Java doesn't have a predefined recursion depth limit. As a result the recursion below (a dummy method that returns the value) throws java.lang.StackOverflowError after 62844 (with static) and 14002 (without static) iterations.

public static int testRecursion(int number) {
    if (number == 1) {
        return 1;
    } else {
        int result = 1 + testRecursion(number - 1);
        return result;

public int testIteration(int number){
int result = 0;
while (number > 0){
return result;

I have two concerns:

  1. Iteration method works correctly for all positive int values, whereas recursion throws an exception
  2. Changes to a method change the recursion depth at which the exception will be thrown.

Recursion in Java seems like a way to add floating bugs. Recursion depth is greater than a magic number? Program throws exception. Author modified recursive method - allowed recursion depth decreased and an exception is thrown again.

Recursions are widely used in Java. Does it mean that recursion limit is rarely reached in practical situations? Or are there some general and robust methods to deal with floating recursion depth limit?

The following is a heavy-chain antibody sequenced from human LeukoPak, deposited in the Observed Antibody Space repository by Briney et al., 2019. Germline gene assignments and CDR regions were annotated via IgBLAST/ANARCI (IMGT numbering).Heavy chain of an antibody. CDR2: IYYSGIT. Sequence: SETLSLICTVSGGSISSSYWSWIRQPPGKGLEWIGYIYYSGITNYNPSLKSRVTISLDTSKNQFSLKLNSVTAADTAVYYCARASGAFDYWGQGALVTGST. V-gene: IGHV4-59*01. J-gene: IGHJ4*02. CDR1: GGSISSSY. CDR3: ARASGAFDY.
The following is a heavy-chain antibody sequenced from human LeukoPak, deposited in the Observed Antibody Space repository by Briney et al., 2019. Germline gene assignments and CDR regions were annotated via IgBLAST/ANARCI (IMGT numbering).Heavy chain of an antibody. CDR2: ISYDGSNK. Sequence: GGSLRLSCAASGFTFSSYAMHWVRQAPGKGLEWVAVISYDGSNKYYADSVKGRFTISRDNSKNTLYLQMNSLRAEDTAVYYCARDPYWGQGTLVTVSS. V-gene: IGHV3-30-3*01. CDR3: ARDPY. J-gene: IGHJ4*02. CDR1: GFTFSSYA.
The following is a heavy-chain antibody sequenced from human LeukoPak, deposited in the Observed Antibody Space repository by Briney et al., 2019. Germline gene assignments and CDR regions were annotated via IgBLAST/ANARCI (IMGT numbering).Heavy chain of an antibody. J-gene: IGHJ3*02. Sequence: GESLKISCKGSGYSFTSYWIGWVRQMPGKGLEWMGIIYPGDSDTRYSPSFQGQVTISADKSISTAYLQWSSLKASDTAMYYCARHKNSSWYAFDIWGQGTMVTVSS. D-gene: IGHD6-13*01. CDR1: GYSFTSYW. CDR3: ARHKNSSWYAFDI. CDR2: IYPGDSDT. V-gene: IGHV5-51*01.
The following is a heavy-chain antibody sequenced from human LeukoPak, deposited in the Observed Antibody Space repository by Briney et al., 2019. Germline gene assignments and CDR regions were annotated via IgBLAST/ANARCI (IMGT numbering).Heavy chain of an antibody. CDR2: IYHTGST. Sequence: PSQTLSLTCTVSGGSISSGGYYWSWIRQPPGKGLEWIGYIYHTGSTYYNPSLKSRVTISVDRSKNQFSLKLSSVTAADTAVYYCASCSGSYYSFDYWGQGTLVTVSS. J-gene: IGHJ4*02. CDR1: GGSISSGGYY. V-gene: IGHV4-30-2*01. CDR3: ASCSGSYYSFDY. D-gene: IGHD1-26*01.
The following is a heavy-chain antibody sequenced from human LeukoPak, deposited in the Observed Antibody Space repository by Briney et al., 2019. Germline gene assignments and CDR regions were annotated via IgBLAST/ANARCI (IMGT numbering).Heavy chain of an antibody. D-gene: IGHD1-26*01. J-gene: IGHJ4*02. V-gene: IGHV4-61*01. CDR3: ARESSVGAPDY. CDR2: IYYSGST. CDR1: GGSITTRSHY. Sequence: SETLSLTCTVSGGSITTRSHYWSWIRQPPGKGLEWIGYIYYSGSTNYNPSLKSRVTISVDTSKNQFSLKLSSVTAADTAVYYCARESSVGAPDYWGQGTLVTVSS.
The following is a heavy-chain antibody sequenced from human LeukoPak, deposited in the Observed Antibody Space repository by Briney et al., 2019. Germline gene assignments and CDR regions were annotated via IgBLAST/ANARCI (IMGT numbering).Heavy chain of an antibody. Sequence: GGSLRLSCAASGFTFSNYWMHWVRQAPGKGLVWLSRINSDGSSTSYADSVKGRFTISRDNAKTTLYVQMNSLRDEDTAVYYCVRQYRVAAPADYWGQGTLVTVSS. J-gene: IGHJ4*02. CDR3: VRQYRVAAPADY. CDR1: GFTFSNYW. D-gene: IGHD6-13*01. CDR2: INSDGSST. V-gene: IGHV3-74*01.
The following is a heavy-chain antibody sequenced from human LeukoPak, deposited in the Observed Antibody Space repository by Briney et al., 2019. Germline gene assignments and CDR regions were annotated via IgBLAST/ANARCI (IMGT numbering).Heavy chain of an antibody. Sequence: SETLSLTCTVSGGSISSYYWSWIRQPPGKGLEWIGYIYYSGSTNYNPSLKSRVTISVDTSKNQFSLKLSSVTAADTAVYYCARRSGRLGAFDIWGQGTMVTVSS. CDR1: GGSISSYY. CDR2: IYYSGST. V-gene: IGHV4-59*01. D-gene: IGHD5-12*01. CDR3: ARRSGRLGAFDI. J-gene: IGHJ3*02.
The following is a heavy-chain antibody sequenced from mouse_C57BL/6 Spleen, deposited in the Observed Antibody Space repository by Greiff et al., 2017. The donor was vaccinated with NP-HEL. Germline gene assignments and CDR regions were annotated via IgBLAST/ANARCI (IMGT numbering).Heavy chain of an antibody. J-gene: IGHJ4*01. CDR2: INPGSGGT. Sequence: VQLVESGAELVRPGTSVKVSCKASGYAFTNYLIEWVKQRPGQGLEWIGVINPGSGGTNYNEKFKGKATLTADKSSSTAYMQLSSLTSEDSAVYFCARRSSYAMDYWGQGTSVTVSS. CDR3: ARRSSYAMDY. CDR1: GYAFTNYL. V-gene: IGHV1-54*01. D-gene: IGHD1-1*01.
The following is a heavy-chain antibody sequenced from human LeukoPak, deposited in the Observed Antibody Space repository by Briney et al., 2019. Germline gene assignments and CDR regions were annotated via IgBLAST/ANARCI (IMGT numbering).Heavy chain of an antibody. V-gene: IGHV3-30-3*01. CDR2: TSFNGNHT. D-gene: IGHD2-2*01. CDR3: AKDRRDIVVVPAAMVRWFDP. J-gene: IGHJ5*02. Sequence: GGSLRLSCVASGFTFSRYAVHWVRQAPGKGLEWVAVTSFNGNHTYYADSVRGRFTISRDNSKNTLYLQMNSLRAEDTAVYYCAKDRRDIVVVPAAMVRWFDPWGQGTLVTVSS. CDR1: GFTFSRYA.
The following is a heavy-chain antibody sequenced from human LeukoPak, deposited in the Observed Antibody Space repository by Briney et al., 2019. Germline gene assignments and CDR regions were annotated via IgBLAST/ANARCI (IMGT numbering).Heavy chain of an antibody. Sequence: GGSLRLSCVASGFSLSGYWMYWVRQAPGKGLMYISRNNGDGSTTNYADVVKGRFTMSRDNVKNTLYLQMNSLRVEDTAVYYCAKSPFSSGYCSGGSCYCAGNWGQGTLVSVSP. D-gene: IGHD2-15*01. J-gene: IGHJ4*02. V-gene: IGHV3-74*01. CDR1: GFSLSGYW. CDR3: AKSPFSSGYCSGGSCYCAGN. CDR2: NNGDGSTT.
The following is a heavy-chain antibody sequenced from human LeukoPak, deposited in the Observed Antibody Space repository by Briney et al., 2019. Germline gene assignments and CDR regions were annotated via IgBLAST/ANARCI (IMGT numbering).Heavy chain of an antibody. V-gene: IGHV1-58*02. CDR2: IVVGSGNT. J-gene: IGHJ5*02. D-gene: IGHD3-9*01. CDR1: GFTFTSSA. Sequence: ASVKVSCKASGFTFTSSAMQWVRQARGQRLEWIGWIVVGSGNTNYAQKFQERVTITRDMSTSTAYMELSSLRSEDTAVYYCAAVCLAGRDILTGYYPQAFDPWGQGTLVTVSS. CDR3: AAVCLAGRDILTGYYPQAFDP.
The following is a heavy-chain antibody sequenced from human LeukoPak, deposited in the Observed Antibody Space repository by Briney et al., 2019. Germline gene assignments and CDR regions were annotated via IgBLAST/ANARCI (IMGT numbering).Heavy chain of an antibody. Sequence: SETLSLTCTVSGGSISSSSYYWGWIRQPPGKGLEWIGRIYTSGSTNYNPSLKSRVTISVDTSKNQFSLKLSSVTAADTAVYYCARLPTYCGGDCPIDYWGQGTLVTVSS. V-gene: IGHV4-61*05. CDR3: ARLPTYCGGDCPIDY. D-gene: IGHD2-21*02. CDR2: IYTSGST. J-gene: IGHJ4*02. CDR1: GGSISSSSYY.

I've read these questions:

But none of those questions discuss a problem of recursion depth in Java.

  • 2
    Maximum recursion depth can be tuned in the JVM via stack-memory-per-thread allocation param (-Xss). The fact that most people aren't even aware of this fact should tell you how often this limit is hit. As a side note - doing this, you're essentially trading heap space and some pre-written logic for stack space. As always, you should be mindful of the consequences of your choice and decide if this is the best thing for you. – Ordous Jul 25 '16 at 18:48
  • While this is a good question and recursion will eventually blow it's stack, I find it hard to believe that a mere 14000 or 62000 function calls reaches the limit. We're you running with extremely low memory? – user949300 Jul 26 '16 at 19:20
  • Try that code to see how deep your JVM can go. I didn't specify Xms, Xmx or Xss. I am making two qualitative judgements: (1) a simple recursion lows up stack way below 1M calls. (2) A small change (toggling static keyword) drastically changes maximum recursion depth. This made me wonder: "sure, recursion can be more readable, but does it justify the Damocles sword of stack overflow?" – sixtytrees Jul 26 '16 at 19:47

Recursion limit hits are indicated by corresponding messages and a recursion can easily be rewritten as iterations. This makes detection and fix easy.

Recursions are typically used in situations where the recursion depth is low. As Ordous pointed out -Xss parameter can be tuned to address borderline cases.

Deep recursive calls should be avoided. Tight loops are not really suited for recursive calls.

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